Study says excess diesel vehicle emissions killed 38,000 people in 2015Enlarge (credit: Rishabh Mishra)
When Volkswagen’s diesel scandal broke in 2015, much was made of how the cars spewed the pollutant nitrogen oxide (NOx) in dramatic excess of regulators’ standards during real-world driving.

But that wasn’t what ultimately got VW Group in trouble with officials from the US Environmental Protection Agency (EPA) and European Union regulators.

The key problem was that diesel VWs, Audis, and even Porsches included undisclosed “defeat devices,” or lines of code in the car’s software, that regulators didn’t know about.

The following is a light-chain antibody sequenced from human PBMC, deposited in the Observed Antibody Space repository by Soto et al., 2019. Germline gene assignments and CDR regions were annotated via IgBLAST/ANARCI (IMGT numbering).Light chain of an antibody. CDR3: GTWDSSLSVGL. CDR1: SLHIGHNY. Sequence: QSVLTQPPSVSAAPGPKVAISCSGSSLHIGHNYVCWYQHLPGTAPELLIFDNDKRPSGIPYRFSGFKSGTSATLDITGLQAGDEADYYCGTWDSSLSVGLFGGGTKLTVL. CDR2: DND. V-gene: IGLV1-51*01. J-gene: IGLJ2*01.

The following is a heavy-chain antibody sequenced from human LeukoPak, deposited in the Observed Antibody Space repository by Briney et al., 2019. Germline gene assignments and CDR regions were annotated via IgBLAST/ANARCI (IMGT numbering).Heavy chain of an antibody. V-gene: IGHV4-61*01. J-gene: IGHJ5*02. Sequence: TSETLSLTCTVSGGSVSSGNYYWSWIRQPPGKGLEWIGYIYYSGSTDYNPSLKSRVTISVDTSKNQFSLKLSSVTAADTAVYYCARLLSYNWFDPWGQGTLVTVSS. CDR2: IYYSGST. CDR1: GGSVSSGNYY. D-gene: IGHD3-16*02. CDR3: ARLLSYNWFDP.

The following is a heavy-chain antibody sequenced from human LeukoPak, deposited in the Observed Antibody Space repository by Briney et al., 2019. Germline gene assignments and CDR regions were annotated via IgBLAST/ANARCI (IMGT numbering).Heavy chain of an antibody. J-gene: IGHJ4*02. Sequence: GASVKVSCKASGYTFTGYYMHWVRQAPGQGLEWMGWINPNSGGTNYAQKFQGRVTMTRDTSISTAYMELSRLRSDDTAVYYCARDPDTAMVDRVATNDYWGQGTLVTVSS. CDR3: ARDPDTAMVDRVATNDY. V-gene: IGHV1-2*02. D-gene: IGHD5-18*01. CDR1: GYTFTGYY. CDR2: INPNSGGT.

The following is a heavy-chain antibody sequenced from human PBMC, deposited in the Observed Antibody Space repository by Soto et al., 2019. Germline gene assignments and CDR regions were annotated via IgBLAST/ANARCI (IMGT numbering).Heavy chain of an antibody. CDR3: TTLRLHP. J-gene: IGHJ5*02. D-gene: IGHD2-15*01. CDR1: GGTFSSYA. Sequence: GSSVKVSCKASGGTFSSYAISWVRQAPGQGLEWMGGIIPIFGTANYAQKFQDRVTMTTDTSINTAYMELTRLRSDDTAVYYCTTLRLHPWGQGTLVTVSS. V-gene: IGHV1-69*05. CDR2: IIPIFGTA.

This code permitted the diesel cars to run cleaner in a lab than on the road.
In most cases, regulators know that vehicles will run dirtier during some real-world driving conditions than they do during the lab tests.

They also know that lab tests are designed narrowly enough that automakers can exploit them. US regulators don’t uniformly test emissions under real-world conditions (although the EPA conducted a review of diesel vehicles after the VW Group scandal).
A new study published in Nature has now calculated the effect of lax practices in regulation and come up with a body count—38,000 people around the world prematurely died in 2015 as a result of excess particulate matter (including NOx) and ozone emissions from diesel vehicles.
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